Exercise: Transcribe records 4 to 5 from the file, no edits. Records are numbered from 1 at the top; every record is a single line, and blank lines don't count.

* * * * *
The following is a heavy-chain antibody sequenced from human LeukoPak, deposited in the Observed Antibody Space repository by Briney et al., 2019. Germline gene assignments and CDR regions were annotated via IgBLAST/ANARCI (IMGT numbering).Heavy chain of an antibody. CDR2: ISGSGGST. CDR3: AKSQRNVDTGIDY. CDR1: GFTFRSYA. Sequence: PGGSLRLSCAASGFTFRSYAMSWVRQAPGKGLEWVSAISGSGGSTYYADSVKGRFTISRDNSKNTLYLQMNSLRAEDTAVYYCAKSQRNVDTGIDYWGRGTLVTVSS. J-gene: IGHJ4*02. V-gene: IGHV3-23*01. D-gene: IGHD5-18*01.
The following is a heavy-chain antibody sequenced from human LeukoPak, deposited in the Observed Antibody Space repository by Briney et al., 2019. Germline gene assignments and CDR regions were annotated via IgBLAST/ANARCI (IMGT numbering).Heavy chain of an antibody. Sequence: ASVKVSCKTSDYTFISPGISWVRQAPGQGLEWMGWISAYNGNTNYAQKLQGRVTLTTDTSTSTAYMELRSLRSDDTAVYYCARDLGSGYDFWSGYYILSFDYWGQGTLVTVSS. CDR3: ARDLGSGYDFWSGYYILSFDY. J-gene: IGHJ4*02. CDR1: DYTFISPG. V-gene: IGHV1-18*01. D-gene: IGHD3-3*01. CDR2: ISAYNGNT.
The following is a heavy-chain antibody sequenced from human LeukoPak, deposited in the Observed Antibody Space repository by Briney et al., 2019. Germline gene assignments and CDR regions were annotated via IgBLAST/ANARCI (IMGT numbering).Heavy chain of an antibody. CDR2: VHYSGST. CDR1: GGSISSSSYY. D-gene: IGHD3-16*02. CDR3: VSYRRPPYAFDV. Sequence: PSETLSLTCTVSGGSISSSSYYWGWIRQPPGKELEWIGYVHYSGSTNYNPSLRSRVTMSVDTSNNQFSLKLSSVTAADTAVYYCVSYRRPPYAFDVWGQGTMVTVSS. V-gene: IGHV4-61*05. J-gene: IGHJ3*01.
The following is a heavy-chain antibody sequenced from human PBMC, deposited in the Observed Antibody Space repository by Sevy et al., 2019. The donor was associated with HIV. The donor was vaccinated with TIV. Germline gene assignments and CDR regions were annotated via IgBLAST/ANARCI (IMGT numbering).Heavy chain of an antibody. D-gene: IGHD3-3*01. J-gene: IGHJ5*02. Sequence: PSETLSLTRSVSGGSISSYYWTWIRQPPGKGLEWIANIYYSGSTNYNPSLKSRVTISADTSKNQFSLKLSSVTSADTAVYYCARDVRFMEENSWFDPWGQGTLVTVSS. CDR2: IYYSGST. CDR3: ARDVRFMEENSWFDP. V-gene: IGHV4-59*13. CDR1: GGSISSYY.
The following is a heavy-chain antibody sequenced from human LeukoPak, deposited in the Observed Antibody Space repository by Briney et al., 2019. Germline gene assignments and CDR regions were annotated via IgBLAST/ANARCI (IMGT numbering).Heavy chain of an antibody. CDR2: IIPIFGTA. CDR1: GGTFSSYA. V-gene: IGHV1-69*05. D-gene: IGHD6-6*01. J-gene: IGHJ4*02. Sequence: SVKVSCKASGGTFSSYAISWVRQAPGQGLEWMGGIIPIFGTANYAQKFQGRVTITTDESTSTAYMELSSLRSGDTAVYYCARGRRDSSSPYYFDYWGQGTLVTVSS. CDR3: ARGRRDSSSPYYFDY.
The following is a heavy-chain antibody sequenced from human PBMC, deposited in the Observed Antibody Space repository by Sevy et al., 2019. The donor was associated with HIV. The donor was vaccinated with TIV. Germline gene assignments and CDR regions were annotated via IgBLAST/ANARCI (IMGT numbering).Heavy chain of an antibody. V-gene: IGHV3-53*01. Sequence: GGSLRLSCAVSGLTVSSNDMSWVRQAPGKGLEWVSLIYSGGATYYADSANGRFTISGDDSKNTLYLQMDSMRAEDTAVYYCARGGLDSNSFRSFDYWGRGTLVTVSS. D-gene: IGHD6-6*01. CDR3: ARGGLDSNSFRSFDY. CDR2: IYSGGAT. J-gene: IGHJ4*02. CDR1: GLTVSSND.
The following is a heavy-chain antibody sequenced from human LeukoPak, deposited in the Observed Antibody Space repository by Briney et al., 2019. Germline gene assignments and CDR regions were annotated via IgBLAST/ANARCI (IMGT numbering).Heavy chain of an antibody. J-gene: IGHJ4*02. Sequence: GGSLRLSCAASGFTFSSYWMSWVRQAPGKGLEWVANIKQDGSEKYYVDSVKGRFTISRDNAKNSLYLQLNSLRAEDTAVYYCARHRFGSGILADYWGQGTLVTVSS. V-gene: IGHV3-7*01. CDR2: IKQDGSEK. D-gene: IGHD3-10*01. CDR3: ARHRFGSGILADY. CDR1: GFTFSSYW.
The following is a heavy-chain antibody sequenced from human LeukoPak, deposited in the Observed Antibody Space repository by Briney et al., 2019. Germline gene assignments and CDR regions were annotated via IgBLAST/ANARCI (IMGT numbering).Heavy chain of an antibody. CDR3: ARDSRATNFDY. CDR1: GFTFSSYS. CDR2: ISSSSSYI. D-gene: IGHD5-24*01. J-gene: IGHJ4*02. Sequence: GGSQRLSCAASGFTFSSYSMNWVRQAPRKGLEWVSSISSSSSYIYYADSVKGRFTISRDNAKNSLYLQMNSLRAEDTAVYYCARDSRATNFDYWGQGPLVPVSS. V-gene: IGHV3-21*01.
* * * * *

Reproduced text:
The following is a heavy-chain antibody sequenced from human PBMC, deposited in the Observed Antibody Space repository by Sevy et al., 2019. The donor was associated with HIV. The donor was vaccinated with TIV. Germline gene assignments and CDR regions were annotated via IgBLAST/ANARCI (IMGT numbering).Heavy chain of an antibody. D-gene: IGHD3-3*01. J-gene: IGHJ5*02. Sequence: PSETLSLTRSVSGGSISSYYWTWIRQPPGKGLEWIANIYYSGSTNYNPSLKSRVTISADTSKNQFSLKLSSVTSADTAVYYCARDVRFMEENSWFDPWGQGTLVTVSS. CDR2: IYYSGST. CDR3: ARDVRFMEENSWFDP. V-gene: IGHV4-59*13. CDR1: GGSISSYY.
The following is a heavy-chain antibody sequenced from human LeukoPak, deposited in the Observed Antibody Space repository by Briney et al., 2019. Germline gene assignments and CDR regions were annotated via IgBLAST/ANARCI (IMGT numbering).Heavy chain of an antibody. CDR2: IIPIFGTA. CDR1: GGTFSSYA. V-gene: IGHV1-69*05. D-gene: IGHD6-6*01. J-gene: IGHJ4*02. Sequence: SVKVSCKASGGTFSSYAISWVRQAPGQGLEWMGGIIPIFGTANYAQKFQGRVTITTDESTSTAYMELSSLRSGDTAVYYCARGRRDSSSPYYFDYWGQGTLVTVSS. CDR3: ARGRRDSSSPYYFDY.